2. In Moore, disbarment was sought; while, in this case, the Bar Association is *309 not seeking to disbar Simpson, and is not seeking a suspension of his license, but, rather, is seeking discipline only consisting of a reprimand, public or private.
We agree with appellant that a district attorney was not subject to discipline by the Board of Bar Commissioners for alleged violation of the Rules Governing the Conduct of Attorneys which were in effect on July 30, 1971.
To qualify for the position of district attorney, one must be admitted to practice law in the State of Alabama. Constitution of Alabama 1901, Article 6, Section 167; Biennial Report of Attorney General, 1934-36, page 416; Opinion of the Justices, 279 Ala. 38, 181 So. 2d 105 (1965).
The Code prohibits a district attorney from practicing law except in the discharge of his duties. Tit. 13, § 229(12), Code of Alabama 1940, provides:"12. All circuit solicitors, deputy circuit solicitors and assistant deputy circuit solicitors shall devote their entire time to the discharge of the duties of their respective offices, and each and every one of such officers are prohibited from practicing law, directly or indirectly, in any court of this state or of the United States, or in any other manner or form whatsoever, except in the discharge of the official duties of their offices."
Constitution of Alabama 1901, Article 7, Section 174, prescribes a manner of removal from office of a district attorney.
The Bar Association was without authority to discipline or disbar a district attorney during the term of his office under the rules of conduct in effect at the time involved here. In that narrow sense, we perceive no difference between a judge and a district attorney. Both, by mandate of the Constitution, must be lawyers; neither may practice law while holding office. Until Amendment 317 to the Constitution of 1901, ratified January 27, 1972, we have found no procedure other than impeachment for dealing with misconduct of judges while serving a term of office. That amendment has been repealed and replaced by the procedure prescribed in Amendment 328, Section 156 et seq., of Article 6 of the Constitution, Pocket Parts, Code of Alabama Recompiled 1958, ratified December 27, 1973. Neither the procedure contained in Amendment 317 nor that presently found in Article 6, Section 156 et seq., was in effect at the time Moore and Aderholt were decided.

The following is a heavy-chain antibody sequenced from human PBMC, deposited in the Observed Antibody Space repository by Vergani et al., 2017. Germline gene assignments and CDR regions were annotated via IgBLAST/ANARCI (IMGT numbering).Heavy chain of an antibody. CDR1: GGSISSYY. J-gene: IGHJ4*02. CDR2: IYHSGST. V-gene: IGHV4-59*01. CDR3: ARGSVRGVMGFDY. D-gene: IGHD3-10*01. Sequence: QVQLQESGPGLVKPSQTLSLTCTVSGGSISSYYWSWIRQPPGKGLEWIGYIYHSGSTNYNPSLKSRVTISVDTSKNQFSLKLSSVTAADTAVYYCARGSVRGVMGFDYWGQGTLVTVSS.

The Board of Bar Commissioners was created by the Legislature in 1923. Act No. 133, General Acts of Alabama 1923, page 100 (now Tit. 46, § 21, Code). The Board was created in aid of this court, which has the inherent jurisdiction to admit attorneys to the practice of law and to suspend or disbar them. The Rules Governing the Conduct of Attorneys administered by the Board of Bar Commissioners were subject to the approval of this court and can be termed court-made rules. Ex parte Thompson, 228 Ala. 113, 152 So. 229 (1933).
This court retains the power to approve or disapprove any rule adopted by the Board of Bar Commissioners governing the conduct of attorneys, to inquire into the merits of any disciplinary proceeding, and to take any action it sees fit in such matters. Ex parte Thompson, supra. But, at the time of the commission of the act complained of here, this court had not formulated or approved any rules governing the conduct of district attorneys, who are constitutional officers.
The question is whether the Rules Governing the Conduct of Attorneys, in effect at the time material in the instant case, were applicable to district attorneys for conduct while in office. All attorneys are officers of the court, exercising a privilege during good behavior; but, in Ex *310 parte Huie, 278 Ala. 330, 334, 178 So. 2d 156, 159 (1965), it was held:"`The attorney does not hold an office or public trust in the constitutional or statutory sense of that term, but is an officer of the court exercising a privilege or franchise. In a sense he is an officer of the state with an obligation to the public no less significant than his obligation to his clients. It is an office held during good behavior . . .' [Citation Omitted]"